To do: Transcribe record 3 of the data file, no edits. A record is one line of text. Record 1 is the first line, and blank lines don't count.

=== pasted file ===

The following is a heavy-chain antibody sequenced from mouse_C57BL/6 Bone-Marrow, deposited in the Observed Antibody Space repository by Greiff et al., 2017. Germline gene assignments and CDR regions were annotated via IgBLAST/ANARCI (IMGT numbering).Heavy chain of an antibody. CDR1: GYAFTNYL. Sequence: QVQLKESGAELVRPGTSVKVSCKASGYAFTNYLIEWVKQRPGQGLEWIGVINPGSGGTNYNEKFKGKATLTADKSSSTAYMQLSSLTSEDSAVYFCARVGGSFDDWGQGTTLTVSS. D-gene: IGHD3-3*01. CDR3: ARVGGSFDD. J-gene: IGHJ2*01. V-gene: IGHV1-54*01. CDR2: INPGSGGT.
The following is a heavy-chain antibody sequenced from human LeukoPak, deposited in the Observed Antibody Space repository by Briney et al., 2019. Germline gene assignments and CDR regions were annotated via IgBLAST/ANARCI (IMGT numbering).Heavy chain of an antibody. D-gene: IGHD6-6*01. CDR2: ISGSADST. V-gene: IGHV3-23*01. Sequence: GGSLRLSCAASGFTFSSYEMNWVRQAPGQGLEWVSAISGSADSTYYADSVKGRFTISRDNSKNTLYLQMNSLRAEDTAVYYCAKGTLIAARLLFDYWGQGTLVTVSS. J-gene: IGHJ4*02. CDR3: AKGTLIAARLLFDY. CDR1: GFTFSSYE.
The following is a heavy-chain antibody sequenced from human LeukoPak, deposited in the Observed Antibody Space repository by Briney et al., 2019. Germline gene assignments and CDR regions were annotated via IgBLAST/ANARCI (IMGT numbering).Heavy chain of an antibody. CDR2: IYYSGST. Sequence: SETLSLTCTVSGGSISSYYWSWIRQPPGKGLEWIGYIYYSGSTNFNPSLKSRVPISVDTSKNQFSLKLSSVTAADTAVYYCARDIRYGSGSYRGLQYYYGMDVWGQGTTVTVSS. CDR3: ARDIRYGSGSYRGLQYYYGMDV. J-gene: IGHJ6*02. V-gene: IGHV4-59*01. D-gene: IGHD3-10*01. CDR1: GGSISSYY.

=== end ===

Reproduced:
The following is a heavy-chain antibody sequenced from human LeukoPak, deposited in the Observed Antibody Space repository by Briney et al., 2019. Germline gene assignments and CDR regions were annotated via IgBLAST/ANARCI (IMGT numbering).Heavy chain of an antibody. CDR2: IYYSGST. Sequence: SETLSLTCTVSGGSISSYYWSWIRQPPGKGLEWIGYIYYSGSTNFNPSLKSRVPISVDTSKNQFSLKLSSVTAADTAVYYCARDIRYGSGSYRGLQYYYGMDVWGQGTTVTVSS. CDR3: ARDIRYGSGSYRGLQYYYGMDV. J-gene: IGHJ6*02. V-gene: IGHV4-59*01. D-gene: IGHD3-10*01. CDR1: GGSISSYY.